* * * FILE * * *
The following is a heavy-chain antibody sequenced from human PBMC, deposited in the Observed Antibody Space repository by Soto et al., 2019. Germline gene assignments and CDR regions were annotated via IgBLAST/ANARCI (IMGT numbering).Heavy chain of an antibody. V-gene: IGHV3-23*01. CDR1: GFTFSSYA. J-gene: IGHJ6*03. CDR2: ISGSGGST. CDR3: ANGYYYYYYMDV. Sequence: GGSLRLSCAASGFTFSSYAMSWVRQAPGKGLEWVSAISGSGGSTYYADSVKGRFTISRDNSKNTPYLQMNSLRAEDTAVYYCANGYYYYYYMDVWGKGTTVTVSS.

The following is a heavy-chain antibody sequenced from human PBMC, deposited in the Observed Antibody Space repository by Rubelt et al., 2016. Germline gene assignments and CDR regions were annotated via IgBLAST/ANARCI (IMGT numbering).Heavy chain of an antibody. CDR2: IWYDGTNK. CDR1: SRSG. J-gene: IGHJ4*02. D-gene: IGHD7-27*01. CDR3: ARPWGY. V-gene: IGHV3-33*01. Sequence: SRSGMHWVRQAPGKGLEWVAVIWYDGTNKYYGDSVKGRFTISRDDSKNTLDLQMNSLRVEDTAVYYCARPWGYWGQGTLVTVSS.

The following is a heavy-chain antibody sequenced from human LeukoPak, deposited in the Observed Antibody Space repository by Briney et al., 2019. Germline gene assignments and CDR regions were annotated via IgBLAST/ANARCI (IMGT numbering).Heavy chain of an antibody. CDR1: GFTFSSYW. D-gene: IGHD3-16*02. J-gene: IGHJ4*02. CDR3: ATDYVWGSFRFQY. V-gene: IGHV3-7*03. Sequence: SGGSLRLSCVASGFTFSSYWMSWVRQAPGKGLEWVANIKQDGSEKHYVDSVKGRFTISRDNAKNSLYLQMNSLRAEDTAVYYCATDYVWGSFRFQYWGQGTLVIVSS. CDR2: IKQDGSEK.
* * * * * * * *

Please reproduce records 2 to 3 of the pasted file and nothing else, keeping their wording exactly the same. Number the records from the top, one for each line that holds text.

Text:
The following is a heavy-chain antibody sequenced from human PBMC, deposited in the Observed Antibody Space repository by Rubelt et al., 2016. Germline gene assignments and CDR regions were annotated via IgBLAST/ANARCI (IMGT numbering).Heavy chain of an antibody. CDR2: IWYDGTNK. CDR1: SRSG. J-gene: IGHJ4*02. D-gene: IGHD7-27*01. CDR3: ARPWGY. V-gene: IGHV3-33*01. Sequence: SRSGMHWVRQAPGKGLEWVAVIWYDGTNKYYGDSVKGRFTISRDDSKNTLDLQMNSLRVEDTAVYYCARPWGYWGQGTLVTVSS.

The following is a heavy-chain antibody sequenced from human LeukoPak, deposited in the Observed Antibody Space repository by Briney et al., 2019. Germline gene assignments and CDR regions were annotated via IgBLAST/ANARCI (IMGT numbering).Heavy chain of an antibody. CDR1: GFTFSSYW. D-gene: IGHD3-16*02. J-gene: IGHJ4*02. CDR3: ATDYVWGSFRFQY. V-gene: IGHV3-7*03. Sequence: SGGSLRLSCVASGFTFSSYWMSWVRQAPGKGLEWVANIKQDGSEKHYVDSVKGRFTISRDNAKNSLYLQMNSLRAEDTAVYYCATDYVWGSFRFQYWGQGTLVIVSS. CDR2: IKQDGSEK.